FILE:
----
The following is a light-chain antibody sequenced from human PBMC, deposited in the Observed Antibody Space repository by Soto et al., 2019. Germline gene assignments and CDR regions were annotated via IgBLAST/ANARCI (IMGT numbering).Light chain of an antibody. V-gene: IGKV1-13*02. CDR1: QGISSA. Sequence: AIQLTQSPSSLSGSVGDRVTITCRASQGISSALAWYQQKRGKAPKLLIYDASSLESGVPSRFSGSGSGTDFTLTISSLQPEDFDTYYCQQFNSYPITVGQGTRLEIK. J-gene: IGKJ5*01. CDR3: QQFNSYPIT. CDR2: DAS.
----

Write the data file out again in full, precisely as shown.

The following is a light-chain antibody sequenced from human PBMC, deposited in the Observed Antibody Space repository by Soto et al., 2019. Germline gene assignments and CDR regions were annotated via IgBLAST/ANARCI (IMGT numbering).Light chain of an antibody. V-gene: IGKV1-13*02. CDR1: QGISSA. Sequence: AIQLTQSPSSLSGSVGDRVTITCRASQGISSALAWYQQKRGKAPKLLIYDASSLESGVPSRFSGSGSGTDFTLTISSLQPEDFDTYYCQQFNSYPITVGQGTRLEIK. J-gene: IGKJ5*01. CDR3: QQFNSYPIT. CDR2: DAS.